Midnight, Texas - Season 1 Episode 8

Midnight, Texas Review: Last Temptation of Midnight (Season 1 Episode 8)

Midnight Texas, Reviews

Manfred makes his way back to town on Midnight, Texas Season 1 Episode 8, in what marks the quick end of his extremely brief leaving-town arc.

We also learn more about the resident town psychic’s past with Grandma Xylda, thanks to some well-placed flashbacks. Elsewhere, the gang finds out more about Fiji’s demon and sees firsthand just how the weakening veil is affecting Midnight’s non-human residents, like Lem and the Reverend.

Sadly, “Last Temptation of Midnight” is by far the weakest of the recent run of reasonably-good to very-good episodes.

The week’s villain is not at all compelling, and he spends minimal time actually interacting with the cast. The majority of the time we see the faceless creature he’s just en route to town, collecting bodies and faces as he goes.

His one major move is almost convincing Creek to kill herself, a la that other lady Janice, via his mind control.

Midnight, Texas - Season 1 Episode 8
MIDNIGHT, TEXAS — “Last Temptation of Midnight” Episode 108 — Pictured: Sarah Ramos as Creek — (Photo by: Karen Kuehn/NBC)

Luckily, that doesn’t work out for him.

In spite of all that, the stakes don’t feel particularly high. All in all, this hour feels very much like filler — which is particularly strange, given that it’s so late in the season.

The narrative is split up into several plots that all manage to intersect by the end.

We spend some time with Manfred and Xylda on the road, picking up right where we left off on Midnight, Texas Season 1 Episode 7 — namely, Manfred hitting the road after Creek asks him for space.

Manfred’s arc in this episode serves to get him back to Midnight as quickly as possible and to wrap-up Xylda’s story once and for all. Manfred’s grandma helps him confront and accept his destiny (as the savior of Midnight). We also get to see that Xylda raised her grandson to hide his psychic gift from others rather than to embrace it.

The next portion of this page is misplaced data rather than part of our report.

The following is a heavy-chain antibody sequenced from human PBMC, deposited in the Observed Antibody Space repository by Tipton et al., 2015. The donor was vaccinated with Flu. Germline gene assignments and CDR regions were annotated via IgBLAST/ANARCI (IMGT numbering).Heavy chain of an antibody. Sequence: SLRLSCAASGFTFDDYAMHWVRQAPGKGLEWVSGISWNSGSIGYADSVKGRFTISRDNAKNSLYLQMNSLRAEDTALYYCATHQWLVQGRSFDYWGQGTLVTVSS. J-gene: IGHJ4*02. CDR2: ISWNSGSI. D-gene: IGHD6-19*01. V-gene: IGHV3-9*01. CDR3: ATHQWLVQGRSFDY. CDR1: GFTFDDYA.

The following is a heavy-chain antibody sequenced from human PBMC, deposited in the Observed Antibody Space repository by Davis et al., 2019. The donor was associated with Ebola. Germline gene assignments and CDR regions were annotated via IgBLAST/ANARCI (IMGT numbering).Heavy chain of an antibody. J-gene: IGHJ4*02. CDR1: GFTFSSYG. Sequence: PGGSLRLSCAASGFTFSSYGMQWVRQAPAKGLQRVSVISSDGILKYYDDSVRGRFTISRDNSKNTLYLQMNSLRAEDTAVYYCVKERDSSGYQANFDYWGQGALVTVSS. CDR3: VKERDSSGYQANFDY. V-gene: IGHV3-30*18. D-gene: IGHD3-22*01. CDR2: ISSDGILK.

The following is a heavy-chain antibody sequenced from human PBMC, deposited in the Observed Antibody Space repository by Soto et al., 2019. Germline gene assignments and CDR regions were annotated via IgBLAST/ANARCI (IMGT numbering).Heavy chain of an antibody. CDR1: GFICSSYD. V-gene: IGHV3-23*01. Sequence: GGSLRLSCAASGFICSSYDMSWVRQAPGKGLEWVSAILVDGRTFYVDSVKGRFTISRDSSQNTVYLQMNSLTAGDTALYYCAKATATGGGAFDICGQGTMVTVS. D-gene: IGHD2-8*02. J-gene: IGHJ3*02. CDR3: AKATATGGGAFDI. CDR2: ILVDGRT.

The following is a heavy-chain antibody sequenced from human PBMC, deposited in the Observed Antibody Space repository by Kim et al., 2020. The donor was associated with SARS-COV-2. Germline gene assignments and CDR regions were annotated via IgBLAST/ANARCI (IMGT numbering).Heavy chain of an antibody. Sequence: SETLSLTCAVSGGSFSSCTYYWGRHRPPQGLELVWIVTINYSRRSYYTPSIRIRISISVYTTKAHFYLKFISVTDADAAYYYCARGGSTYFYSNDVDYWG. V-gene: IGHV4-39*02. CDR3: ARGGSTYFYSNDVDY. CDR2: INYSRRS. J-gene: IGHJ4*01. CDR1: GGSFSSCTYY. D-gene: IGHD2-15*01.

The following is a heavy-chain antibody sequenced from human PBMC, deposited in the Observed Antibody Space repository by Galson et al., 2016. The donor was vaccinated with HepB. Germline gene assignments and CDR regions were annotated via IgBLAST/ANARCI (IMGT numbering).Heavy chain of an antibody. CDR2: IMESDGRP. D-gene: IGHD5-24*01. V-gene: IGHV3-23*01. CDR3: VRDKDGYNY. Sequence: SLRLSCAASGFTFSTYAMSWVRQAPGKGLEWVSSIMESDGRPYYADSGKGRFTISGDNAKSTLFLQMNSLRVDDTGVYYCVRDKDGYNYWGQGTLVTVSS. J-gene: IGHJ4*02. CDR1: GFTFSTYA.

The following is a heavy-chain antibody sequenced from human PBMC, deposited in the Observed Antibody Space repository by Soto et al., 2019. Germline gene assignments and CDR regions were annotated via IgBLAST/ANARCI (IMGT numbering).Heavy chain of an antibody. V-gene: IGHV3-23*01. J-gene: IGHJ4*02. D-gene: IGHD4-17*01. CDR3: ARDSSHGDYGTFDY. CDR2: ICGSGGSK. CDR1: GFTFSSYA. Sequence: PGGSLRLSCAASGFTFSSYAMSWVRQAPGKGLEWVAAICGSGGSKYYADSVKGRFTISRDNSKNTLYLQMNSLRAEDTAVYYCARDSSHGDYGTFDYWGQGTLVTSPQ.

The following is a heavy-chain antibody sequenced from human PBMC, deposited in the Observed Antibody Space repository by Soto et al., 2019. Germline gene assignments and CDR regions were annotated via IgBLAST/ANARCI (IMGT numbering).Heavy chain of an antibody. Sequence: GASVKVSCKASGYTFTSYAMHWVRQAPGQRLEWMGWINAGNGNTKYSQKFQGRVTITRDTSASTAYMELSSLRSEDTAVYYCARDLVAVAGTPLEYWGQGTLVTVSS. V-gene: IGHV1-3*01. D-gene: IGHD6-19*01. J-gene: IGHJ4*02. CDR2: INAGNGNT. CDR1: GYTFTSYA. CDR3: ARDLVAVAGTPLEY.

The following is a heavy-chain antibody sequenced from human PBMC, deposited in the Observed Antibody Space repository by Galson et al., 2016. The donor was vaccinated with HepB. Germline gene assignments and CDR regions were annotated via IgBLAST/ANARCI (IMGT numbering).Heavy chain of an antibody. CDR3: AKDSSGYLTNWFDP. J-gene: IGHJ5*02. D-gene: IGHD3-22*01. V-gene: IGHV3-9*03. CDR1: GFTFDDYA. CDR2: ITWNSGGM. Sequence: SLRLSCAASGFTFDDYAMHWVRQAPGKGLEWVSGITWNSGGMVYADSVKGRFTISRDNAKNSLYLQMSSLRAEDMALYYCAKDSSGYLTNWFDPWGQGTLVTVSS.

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As it turns out, Manfred can command/control spirits — a nifty skill that will definitely come in handy down the road. Unfortunately, Xylda didn’t teach Manfred to wield that power when she was alive, so he’s sort of figuring out how that works as he goes along.

Midnight, Texas - Season 1 Episode 8
MIDNIGHT, TEXAS — “Last Temptation of Midnight” Episode 108 — Pictured: (l-r) Joanne Camp as Xylda, Francois Arnaud as Manfred — (Photo by: Karen Kuehn/NBC)

I don’t find Manfred’s storyline to be particularly compelling, largely because the “Reluctant Hero Saves The Day” arc is one that’s been done to death. It needs something unique to be intriguing, and Manfred is like so many other lukewarm “anti-heroes” I’ve seen before.

That said, “Last Temptation of Midnight” provides a satisfactory farewell for Xylda. Their final goodbye — when Xylda reveals that, by convincing Manfred to return to Midnight and save the day, she can finally move on — is definitely emotional.

I also like the flashbacks, which help to contextualize exactly why Manfred is the way he is. They are, at the bare minimum, far better than Lem’s flashbacks on Midnight, Texas Season 1 Episode 3 (which were honestly terrible — no offense to Peter Mensah’s consistently excellent performance).

Speaking of Lem…

Midnight, Texas - Season 1 Episode 8
MIDNIGHT, TEXAS — “Last Temptation of Midnight” Episode 108 — Pictured: Peter Mensah as Lemuel — (Photo by: Karen Kuehn/NBC)